Control systems have evolved, for better and for worse. Once being built from custom-designed electronics, they now run on general-purpose computers. This has brought increased flexibility and lowered costs, but it has also brought new kinds of risks.
Operators of industrial control systems, ICS, will need to change their risk models. This is admittedly a somewhat cryptic statement, but it may have far-reaching consequences. To understand what this means, we will approach the subject from a different angle; let us talk about security updates.
You are probably reading this text on a computer, phone or tablet. Is that device reasonably up to date with respect to security updates? You may not be aware of it, but it likely is. These days, most modern platforms will download and install security updates automatically, without making much fuss about it. This is actually one of the most important drivers of increased security in end-user devices. Not too many years ago, a large proportion of the world’s desktop computers could be compromised simply through the user visiting a malicious web site, because they were running outdated software with known vulnerabilities. This situation has improved drastically.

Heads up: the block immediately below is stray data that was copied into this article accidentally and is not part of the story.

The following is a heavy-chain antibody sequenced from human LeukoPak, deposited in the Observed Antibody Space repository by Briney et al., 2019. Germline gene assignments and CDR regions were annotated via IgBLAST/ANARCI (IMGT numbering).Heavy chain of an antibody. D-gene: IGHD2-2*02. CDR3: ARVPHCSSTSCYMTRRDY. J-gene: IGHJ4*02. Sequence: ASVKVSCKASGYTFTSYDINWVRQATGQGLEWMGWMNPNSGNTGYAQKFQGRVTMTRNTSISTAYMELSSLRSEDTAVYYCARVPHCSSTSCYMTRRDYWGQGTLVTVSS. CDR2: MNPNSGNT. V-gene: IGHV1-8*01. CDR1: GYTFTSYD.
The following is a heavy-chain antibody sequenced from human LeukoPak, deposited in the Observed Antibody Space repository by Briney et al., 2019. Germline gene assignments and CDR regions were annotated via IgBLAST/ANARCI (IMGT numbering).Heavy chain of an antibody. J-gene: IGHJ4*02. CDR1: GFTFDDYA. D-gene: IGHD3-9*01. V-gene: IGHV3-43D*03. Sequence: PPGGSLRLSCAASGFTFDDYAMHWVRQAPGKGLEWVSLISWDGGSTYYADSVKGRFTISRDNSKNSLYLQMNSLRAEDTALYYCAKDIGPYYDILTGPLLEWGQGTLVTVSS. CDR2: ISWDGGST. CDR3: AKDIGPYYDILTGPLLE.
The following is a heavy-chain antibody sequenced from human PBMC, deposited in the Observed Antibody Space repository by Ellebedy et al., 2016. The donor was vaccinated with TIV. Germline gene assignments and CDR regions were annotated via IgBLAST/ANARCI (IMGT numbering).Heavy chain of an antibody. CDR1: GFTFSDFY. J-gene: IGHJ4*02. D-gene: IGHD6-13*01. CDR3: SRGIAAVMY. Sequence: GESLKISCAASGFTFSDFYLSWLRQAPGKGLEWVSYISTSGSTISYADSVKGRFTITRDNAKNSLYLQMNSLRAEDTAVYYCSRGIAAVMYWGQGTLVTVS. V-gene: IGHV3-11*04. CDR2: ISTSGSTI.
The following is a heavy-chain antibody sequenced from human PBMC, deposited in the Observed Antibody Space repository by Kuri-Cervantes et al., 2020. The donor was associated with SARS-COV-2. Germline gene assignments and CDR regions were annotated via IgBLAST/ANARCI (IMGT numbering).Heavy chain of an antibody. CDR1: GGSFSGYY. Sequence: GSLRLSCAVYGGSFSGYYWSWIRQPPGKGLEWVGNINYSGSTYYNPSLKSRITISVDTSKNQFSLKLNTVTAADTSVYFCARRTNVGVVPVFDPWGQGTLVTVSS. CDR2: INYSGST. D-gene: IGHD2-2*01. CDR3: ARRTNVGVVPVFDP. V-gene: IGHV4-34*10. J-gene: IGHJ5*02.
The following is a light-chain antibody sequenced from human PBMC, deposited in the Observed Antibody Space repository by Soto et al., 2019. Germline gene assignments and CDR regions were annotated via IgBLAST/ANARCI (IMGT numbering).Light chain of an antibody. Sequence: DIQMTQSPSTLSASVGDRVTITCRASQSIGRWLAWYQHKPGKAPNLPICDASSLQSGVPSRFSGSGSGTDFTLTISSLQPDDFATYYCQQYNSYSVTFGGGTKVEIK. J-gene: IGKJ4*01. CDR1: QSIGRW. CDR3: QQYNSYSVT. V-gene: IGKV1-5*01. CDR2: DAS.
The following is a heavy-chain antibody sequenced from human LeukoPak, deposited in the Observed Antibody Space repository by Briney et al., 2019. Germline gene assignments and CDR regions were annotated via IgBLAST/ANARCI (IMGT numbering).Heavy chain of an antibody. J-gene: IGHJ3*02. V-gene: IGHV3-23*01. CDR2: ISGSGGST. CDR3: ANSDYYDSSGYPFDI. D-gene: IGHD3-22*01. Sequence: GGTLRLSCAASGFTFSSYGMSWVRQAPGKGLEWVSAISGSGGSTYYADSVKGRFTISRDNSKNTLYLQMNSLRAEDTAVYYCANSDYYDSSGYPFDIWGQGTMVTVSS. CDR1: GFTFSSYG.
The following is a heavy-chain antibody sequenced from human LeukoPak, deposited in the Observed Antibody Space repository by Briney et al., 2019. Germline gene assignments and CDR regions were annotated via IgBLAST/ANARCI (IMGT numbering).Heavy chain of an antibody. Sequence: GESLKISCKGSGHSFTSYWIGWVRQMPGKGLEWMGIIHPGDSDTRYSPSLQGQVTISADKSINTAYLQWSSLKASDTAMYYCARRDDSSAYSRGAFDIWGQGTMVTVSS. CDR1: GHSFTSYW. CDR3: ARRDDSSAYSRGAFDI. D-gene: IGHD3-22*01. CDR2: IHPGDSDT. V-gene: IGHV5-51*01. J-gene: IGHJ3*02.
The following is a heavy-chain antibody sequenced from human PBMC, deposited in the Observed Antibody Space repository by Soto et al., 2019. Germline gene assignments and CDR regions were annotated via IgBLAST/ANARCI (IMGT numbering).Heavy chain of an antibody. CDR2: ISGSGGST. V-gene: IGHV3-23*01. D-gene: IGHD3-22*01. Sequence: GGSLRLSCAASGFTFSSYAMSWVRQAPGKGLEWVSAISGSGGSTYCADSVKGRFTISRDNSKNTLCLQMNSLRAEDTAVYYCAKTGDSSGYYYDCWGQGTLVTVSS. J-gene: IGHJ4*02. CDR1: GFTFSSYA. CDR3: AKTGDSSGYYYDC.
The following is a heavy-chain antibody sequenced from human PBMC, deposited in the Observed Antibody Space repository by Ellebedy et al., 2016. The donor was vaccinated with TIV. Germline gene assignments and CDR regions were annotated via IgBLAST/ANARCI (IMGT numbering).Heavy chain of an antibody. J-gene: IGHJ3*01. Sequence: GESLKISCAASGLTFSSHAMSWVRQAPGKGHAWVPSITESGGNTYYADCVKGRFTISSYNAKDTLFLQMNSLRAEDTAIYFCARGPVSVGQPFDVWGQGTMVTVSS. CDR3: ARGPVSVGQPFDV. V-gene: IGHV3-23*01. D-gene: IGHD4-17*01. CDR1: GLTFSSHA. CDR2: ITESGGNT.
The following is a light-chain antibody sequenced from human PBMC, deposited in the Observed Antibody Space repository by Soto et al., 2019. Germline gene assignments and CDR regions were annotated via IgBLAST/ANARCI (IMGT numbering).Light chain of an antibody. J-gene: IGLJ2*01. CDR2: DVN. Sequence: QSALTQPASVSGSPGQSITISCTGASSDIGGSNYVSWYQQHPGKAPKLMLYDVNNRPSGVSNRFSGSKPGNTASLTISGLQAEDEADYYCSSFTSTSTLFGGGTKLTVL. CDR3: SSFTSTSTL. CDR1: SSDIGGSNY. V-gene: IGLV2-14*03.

As you are reading this text, you are probably also surrounded by a computer-controlled infrastructure that you may not be aware of. Electrical power, heating, ventilation, water supply, and other basic services, depend on computer-based control systems. Do you think the computers in those control systems have the latest security updates? There is a good chance that they don’t. In fact, some of them may never have been updated since they were installed, and some may be so old that the manufacturer no longer supports them at all. You may, at this point, feel a slight tinge of worry. That is understandable.
However, risks are in general not necessarily something to be avoided. It is after all impossible to run a business without taking some risks. In fact, running a business is to a large degree about risk management. You need to know which risks you are taking, and make sure you maintain an appropriate level of risk exposure.
To take an example from the physical world: If you operate a gas turbine, you need to regularly inspect and lubricate its bearings, because otherwise they will fail. Even with regular service, mechanical components wear out and will eventually need to be replaced. Maintenance stops cost money, though, so you don’t want to have them too frequently. Luckily, the failure modes of a bearing are well understood and are due to well-known physical phenomena like material abrasion and thermal load. This means you can calculate how the risk of equipment failure increases over time, and plan for a maintenance stop before the risk becomes too great for your appetite.
Thus, if you operate a gas turbine, you will unavoidably have a maintenance cost, but you can to some degree control that cost through proper engineering principles and proper risk management.